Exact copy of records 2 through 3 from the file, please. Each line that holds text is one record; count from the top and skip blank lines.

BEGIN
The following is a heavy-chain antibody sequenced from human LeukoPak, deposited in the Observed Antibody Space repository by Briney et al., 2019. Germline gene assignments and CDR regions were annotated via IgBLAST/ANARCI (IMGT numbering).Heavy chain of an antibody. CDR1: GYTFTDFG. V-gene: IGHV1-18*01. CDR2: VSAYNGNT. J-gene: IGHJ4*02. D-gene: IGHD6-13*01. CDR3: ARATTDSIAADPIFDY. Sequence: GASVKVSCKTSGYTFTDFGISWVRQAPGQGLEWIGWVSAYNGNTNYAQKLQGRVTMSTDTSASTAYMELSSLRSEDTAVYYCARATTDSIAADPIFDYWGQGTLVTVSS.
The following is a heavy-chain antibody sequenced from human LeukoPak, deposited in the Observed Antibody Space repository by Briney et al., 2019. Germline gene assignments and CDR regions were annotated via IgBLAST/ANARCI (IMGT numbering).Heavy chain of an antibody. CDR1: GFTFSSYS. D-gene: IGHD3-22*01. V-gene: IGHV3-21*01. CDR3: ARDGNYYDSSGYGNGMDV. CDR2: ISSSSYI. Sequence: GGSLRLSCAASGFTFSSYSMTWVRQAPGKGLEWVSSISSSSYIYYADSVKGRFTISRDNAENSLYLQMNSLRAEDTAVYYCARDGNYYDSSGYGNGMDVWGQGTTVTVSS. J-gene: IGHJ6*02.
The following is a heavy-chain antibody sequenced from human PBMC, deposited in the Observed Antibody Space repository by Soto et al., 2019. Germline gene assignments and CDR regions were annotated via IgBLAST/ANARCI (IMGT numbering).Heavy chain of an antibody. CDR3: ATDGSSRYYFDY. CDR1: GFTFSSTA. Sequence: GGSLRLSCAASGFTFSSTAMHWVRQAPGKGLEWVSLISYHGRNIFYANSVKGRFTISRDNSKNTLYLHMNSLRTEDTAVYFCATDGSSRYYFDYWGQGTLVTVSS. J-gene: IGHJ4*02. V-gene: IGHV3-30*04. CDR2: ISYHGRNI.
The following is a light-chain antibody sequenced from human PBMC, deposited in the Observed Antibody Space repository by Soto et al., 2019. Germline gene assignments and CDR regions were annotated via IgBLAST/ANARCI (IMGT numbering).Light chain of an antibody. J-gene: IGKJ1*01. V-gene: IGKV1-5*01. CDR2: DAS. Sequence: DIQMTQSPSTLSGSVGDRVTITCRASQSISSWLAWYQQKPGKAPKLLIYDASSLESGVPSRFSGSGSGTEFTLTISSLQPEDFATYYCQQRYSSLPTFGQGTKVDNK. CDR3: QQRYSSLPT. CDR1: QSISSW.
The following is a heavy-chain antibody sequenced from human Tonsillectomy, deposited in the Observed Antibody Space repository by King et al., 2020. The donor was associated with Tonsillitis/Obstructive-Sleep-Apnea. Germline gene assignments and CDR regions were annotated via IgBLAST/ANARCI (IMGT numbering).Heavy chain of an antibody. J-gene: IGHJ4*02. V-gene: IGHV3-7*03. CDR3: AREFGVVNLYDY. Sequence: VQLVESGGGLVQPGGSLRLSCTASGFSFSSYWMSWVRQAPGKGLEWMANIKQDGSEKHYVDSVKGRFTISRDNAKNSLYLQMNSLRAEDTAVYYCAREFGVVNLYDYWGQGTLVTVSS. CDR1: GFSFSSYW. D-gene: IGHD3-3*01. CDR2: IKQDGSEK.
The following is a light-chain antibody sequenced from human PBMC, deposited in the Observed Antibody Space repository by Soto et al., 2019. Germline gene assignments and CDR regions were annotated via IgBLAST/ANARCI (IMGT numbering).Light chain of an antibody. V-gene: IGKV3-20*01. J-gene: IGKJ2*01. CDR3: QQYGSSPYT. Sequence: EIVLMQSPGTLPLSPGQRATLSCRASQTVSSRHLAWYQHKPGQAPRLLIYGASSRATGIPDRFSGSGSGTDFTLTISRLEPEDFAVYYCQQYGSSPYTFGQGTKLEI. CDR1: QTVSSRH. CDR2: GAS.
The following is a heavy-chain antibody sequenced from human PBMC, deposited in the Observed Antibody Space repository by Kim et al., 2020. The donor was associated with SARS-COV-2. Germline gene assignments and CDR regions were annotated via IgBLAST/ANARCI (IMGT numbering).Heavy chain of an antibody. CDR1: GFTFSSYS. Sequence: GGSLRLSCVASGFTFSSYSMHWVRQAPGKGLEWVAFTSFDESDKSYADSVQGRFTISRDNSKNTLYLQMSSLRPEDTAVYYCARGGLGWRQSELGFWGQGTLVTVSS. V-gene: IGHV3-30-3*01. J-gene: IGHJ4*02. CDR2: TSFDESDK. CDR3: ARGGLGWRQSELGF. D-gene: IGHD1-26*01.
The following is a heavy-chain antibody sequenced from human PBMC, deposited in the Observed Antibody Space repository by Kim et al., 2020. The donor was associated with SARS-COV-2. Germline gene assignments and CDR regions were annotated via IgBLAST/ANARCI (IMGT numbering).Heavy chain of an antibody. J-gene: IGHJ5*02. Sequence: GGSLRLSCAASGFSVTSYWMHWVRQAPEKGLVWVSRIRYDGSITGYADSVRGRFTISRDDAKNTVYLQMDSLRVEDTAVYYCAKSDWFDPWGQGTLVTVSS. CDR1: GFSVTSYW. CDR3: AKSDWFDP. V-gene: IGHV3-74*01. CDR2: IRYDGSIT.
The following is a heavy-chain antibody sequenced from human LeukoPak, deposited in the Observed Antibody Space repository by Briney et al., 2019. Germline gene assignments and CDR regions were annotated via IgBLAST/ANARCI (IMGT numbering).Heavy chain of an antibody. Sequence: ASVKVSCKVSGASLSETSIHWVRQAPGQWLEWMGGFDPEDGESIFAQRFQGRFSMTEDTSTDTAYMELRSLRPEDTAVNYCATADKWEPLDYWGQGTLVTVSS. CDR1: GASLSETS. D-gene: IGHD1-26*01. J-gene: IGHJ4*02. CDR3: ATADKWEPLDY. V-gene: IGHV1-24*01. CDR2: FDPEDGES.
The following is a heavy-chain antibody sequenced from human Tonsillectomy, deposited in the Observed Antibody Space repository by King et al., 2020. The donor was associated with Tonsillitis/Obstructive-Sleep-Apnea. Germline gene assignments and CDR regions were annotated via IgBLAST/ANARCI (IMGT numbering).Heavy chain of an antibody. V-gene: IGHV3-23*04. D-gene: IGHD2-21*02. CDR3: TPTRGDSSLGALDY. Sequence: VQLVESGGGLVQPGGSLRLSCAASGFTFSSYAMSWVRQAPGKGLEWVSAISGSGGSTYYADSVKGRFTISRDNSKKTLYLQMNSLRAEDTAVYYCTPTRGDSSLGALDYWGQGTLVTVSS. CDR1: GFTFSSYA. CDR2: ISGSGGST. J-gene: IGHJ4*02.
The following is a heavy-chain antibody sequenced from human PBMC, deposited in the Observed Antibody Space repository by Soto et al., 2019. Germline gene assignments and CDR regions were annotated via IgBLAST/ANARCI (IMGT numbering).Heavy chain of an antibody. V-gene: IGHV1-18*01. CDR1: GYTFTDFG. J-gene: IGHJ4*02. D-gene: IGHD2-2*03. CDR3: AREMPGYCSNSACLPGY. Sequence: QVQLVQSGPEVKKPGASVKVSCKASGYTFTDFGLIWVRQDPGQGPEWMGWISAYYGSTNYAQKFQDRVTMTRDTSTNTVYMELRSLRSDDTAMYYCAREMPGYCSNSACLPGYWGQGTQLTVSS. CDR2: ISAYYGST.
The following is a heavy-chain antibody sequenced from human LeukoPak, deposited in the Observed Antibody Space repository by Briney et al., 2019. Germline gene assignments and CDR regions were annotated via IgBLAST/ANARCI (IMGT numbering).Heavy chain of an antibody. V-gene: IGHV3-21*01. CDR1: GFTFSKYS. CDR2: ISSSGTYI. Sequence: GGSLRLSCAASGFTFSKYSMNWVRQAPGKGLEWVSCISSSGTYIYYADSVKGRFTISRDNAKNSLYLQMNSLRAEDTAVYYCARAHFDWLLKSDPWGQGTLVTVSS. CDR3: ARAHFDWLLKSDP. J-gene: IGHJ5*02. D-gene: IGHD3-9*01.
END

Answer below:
The following is a heavy-chain antibody sequenced from human LeukoPak, deposited in the Observed Antibody Space repository by Briney et al., 2019. Germline gene assignments and CDR regions were annotated via IgBLAST/ANARCI (IMGT numbering).Heavy chain of an antibody. CDR1: GFTFSSYS. D-gene: IGHD3-22*01. V-gene: IGHV3-21*01. CDR3: ARDGNYYDSSGYGNGMDV. CDR2: ISSSSYI. Sequence: GGSLRLSCAASGFTFSSYSMTWVRQAPGKGLEWVSSISSSSYIYYADSVKGRFTISRDNAENSLYLQMNSLRAEDTAVYYCARDGNYYDSSGYGNGMDVWGQGTTVTVSS. J-gene: IGHJ6*02.
The following is a heavy-chain antibody sequenced from human PBMC, deposited in the Observed Antibody Space repository by Soto et al., 2019. Germline gene assignments and CDR regions were annotated via IgBLAST/ANARCI (IMGT numbering).Heavy chain of an antibody. CDR3: ATDGSSRYYFDY. CDR1: GFTFSSTA. Sequence: GGSLRLSCAASGFTFSSTAMHWVRQAPGKGLEWVSLISYHGRNIFYANSVKGRFTISRDNSKNTLYLHMNSLRTEDTAVYFCATDGSSRYYFDYWGQGTLVTVSS. J-gene: IGHJ4*02. V-gene: IGHV3-30*04. CDR2: ISYHGRNI.